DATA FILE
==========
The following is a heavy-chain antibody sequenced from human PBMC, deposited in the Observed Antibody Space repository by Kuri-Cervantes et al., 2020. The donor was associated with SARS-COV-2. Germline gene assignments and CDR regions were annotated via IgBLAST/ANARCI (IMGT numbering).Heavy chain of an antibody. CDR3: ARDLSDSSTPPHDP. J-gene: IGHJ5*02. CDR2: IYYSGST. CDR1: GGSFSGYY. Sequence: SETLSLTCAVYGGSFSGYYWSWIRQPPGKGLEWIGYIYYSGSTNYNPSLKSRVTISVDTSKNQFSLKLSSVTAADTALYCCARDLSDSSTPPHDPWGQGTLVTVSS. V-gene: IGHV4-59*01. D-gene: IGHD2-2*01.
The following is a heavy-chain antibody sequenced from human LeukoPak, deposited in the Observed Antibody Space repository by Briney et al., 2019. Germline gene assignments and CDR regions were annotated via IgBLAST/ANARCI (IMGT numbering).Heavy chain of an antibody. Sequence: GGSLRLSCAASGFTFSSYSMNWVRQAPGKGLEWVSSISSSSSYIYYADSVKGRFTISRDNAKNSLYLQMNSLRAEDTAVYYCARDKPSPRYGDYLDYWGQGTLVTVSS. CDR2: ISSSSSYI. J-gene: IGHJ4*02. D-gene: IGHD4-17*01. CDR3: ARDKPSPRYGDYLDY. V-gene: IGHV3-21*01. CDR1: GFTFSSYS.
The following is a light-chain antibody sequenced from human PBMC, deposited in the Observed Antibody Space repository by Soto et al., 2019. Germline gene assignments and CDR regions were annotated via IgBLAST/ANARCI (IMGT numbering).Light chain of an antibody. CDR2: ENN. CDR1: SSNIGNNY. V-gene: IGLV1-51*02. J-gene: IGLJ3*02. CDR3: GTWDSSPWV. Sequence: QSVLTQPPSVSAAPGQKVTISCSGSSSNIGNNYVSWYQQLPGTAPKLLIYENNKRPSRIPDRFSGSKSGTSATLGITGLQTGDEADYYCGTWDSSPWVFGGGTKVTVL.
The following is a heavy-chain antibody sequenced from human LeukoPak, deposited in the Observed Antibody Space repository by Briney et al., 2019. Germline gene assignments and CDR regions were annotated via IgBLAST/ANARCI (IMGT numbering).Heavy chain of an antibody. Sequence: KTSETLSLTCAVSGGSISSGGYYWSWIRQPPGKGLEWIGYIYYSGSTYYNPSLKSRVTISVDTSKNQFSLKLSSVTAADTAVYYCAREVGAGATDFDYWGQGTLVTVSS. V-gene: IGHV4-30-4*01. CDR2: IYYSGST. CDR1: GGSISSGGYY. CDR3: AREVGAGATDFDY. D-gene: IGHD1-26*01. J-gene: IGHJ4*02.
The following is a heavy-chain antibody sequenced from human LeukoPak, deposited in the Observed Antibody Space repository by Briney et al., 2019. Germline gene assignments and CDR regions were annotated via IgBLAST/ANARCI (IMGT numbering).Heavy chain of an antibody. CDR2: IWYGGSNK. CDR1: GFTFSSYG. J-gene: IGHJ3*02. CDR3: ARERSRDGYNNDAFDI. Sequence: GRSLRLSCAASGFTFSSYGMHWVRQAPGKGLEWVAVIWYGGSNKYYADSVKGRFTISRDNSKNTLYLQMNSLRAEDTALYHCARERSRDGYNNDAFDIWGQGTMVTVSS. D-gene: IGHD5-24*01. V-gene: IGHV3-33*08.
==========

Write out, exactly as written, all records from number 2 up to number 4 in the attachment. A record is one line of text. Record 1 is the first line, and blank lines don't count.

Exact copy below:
The following is a heavy-chain antibody sequenced from human LeukoPak, deposited in the Observed Antibody Space repository by Briney et al., 2019. Germline gene assignments and CDR regions were annotated via IgBLAST/ANARCI (IMGT numbering).Heavy chain of an antibody. Sequence: GGSLRLSCAASGFTFSSYSMNWVRQAPGKGLEWVSSISSSSSYIYYADSVKGRFTISRDNAKNSLYLQMNSLRAEDTAVYYCARDKPSPRYGDYLDYWGQGTLVTVSS. CDR2: ISSSSSYI. J-gene: IGHJ4*02. D-gene: IGHD4-17*01. CDR3: ARDKPSPRYGDYLDY. V-gene: IGHV3-21*01. CDR1: GFTFSSYS.
The following is a light-chain antibody sequenced from human PBMC, deposited in the Observed Antibody Space repository by Soto et al., 2019. Germline gene assignments and CDR regions were annotated via IgBLAST/ANARCI (IMGT numbering).Light chain of an antibody. CDR2: ENN. CDR1: SSNIGNNY. V-gene: IGLV1-51*02. J-gene: IGLJ3*02. CDR3: GTWDSSPWV. Sequence: QSVLTQPPSVSAAPGQKVTISCSGSSSNIGNNYVSWYQQLPGTAPKLLIYENNKRPSRIPDRFSGSKSGTSATLGITGLQTGDEADYYCGTWDSSPWVFGGGTKVTVL.
The following is a heavy-chain antibody sequenced from human LeukoPak, deposited in the Observed Antibody Space repository by Briney et al., 2019. Germline gene assignments and CDR regions were annotated via IgBLAST/ANARCI (IMGT numbering).Heavy chain of an antibody. Sequence: KTSETLSLTCAVSGGSISSGGYYWSWIRQPPGKGLEWIGYIYYSGSTYYNPSLKSRVTISVDTSKNQFSLKLSSVTAADTAVYYCAREVGAGATDFDYWGQGTLVTVSS. V-gene: IGHV4-30-4*01. CDR2: IYYSGST. CDR1: GGSISSGGYY. CDR3: AREVGAGATDFDY. D-gene: IGHD1-26*01. J-gene: IGHJ4*02.